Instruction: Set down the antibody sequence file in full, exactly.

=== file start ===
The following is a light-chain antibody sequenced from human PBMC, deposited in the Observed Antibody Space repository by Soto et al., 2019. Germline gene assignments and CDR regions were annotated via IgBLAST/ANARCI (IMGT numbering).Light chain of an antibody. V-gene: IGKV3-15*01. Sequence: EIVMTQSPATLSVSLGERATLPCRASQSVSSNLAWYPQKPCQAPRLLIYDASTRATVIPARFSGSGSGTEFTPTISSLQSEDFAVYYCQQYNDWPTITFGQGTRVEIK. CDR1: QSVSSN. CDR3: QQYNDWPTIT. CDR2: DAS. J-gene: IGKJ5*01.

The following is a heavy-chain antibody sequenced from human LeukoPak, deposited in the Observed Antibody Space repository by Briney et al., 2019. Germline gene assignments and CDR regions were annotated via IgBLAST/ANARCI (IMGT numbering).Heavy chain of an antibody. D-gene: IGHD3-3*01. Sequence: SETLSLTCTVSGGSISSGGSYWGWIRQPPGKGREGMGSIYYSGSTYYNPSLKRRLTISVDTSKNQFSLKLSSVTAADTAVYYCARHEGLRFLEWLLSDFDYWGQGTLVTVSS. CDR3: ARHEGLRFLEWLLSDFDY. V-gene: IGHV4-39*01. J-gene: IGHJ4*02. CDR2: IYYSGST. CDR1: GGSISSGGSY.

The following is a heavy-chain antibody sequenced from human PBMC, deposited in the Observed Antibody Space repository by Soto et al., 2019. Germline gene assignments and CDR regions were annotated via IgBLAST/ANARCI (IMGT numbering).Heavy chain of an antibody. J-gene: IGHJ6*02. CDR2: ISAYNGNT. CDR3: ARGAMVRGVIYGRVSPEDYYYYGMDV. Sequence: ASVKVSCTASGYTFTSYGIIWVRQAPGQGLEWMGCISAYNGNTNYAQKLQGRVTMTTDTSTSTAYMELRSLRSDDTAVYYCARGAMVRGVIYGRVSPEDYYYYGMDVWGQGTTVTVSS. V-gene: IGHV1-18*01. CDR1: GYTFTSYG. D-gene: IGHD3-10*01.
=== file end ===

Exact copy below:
The following is a light-chain antibody sequenced from human PBMC, deposited in the Observed Antibody Space repository by Soto et al., 2019. Germline gene assignments and CDR regions were annotated via IgBLAST/ANARCI (IMGT numbering).Light chain of an antibody. V-gene: IGKV3-15*01. Sequence: EIVMTQSPATLSVSLGERATLPCRASQSVSSNLAWYPQKPCQAPRLLIYDASTRATVIPARFSGSGSGTEFTPTISSLQSEDFAVYYCQQYNDWPTITFGQGTRVEIK. CDR1: QSVSSN. CDR3: QQYNDWPTIT. CDR2: DAS. J-gene: IGKJ5*01.

The following is a heavy-chain antibody sequenced from human LeukoPak, deposited in the Observed Antibody Space repository by Briney et al., 2019. Germline gene assignments and CDR regions were annotated via IgBLAST/ANARCI (IMGT numbering).Heavy chain of an antibody. D-gene: IGHD3-3*01. Sequence: SETLSLTCTVSGGSISSGGSYWGWIRQPPGKGREGMGSIYYSGSTYYNPSLKRRLTISVDTSKNQFSLKLSSVTAADTAVYYCARHEGLRFLEWLLSDFDYWGQGTLVTVSS. CDR3: ARHEGLRFLEWLLSDFDY. V-gene: IGHV4-39*01. J-gene: IGHJ4*02. CDR2: IYYSGST. CDR1: GGSISSGGSY.

The following is a heavy-chain antibody sequenced from human PBMC, deposited in the Observed Antibody Space repository by Soto et al., 2019. Germline gene assignments and CDR regions were annotated via IgBLAST/ANARCI (IMGT numbering).Heavy chain of an antibody. J-gene: IGHJ6*02. CDR2: ISAYNGNT. CDR3: ARGAMVRGVIYGRVSPEDYYYYGMDV. Sequence: ASVKVSCTASGYTFTSYGIIWVRQAPGQGLEWMGCISAYNGNTNYAQKLQGRVTMTTDTSTSTAYMELRSLRSDDTAVYYCARGAMVRGVIYGRVSPEDYYYYGMDVWGQGTTVTVSS. V-gene: IGHV1-18*01. CDR1: GYTFTSYG. D-gene: IGHD3-10*01.